State budget cuts prompt layoffs at WyomingPBS

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Officials at Central Wyoming College, licensee of WyomingPBS in Riverton, announced that two full-time workers and one-part time employee at the station have been laid off.

GM Terry Dugas said in a statement that employees in the administrative and production departments were affected. The cuts are the result of a 10% statewide budget reduction spurred in part by the coronavirus pandemic, according to an announcement from Brad Tyndall, the college’s president.

“As a state, Wyoming faces unique challenges,” Dugas said. “We’re looking at a potential $1.5 billion dollar revenue shortfall over two years in a state of only 550,000 people. This shortfall represents a very real threat to the continued existence of WyomingPBS.”

“My overriding goal is to maintain enough staff to continue providing essential services to the state,” Dugas said.

The cuts were first reported by the Wyoming News Exchange.

With the reduction, the station is down to 18 full-time employees and one part-time employee and will receive around $1.5 million from the state. But the state may make an additional 10% budget cut this year, Dugas said, which “would trigger an additional 10% reduction in staff.”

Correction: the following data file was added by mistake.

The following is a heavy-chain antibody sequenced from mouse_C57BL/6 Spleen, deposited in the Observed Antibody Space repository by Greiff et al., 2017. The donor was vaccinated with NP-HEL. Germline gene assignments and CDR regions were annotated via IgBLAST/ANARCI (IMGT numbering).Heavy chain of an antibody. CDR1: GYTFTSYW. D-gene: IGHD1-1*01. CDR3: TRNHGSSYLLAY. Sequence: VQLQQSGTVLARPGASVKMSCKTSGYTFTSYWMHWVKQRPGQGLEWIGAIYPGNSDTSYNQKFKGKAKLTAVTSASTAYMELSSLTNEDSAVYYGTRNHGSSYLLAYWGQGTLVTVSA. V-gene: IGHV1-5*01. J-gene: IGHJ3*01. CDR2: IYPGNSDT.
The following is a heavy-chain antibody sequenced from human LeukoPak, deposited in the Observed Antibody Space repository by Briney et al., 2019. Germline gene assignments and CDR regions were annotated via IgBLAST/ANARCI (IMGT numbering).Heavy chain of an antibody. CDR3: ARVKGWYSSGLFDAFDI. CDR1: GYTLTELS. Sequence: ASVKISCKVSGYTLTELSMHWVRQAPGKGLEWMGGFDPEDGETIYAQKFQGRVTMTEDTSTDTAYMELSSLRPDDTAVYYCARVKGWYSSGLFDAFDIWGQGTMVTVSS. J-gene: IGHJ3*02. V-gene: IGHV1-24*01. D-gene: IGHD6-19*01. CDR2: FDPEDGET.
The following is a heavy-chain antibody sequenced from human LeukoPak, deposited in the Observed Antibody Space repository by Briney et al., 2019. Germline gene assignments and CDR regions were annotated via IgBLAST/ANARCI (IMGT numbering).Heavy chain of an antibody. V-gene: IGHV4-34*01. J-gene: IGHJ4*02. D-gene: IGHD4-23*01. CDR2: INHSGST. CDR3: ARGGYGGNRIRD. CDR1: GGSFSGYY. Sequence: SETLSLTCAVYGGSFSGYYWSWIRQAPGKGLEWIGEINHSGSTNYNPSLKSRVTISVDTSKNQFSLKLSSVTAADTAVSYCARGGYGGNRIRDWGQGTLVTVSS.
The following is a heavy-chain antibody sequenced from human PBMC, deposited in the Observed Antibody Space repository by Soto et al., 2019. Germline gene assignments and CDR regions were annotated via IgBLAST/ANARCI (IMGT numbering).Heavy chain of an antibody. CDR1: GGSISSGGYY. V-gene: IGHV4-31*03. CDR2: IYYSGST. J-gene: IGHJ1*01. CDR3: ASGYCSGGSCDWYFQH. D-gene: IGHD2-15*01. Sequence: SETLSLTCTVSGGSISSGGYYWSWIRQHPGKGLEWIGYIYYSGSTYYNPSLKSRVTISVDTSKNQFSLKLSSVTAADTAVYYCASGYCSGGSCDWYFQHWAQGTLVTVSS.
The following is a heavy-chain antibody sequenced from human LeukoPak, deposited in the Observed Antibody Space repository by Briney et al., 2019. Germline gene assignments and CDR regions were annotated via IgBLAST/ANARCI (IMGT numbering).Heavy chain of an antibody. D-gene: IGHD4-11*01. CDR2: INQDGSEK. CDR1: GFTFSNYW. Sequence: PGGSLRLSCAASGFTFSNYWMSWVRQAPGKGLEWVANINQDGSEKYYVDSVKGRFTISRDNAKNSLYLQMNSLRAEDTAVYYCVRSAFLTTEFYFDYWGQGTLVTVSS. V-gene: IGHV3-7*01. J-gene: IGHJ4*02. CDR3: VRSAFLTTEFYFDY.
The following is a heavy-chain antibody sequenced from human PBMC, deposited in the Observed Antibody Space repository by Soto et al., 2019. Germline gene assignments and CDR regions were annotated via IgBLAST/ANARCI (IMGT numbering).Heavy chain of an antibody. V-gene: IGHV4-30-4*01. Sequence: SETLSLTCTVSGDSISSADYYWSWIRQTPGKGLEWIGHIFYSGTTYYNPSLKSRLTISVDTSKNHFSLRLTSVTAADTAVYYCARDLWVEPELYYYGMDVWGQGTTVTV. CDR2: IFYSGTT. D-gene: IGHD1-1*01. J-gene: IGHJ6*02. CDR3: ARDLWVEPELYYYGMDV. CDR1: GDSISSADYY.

In 2016, the Wyoming station laid off two staffers after former Gov. Matt Mead ordered cuts to state agencies. State aid used to cover 60% of the station’s income. Dugas anticipates it will now cover around 45% of the budget.

The cuts have affected locally produced programming. The station decided to cancel its regional Emmy Award–winning series Farm to Fork Wyoming, which covers ranching and agricultural issues. But Dugas said he hopes to continue producing episodes using a contractor rather than a staff producer.

Tyndall said there will be furloughs throughout the Central Wyoming College system. Dugas said WyomingPBS “will follow the furlough reduction” but noted that staff making under $40,000 each year will not be affected. Staff making more than that will take furloughs on a sliding scale, which will result in an average 2.5% reduction in staff salaries.

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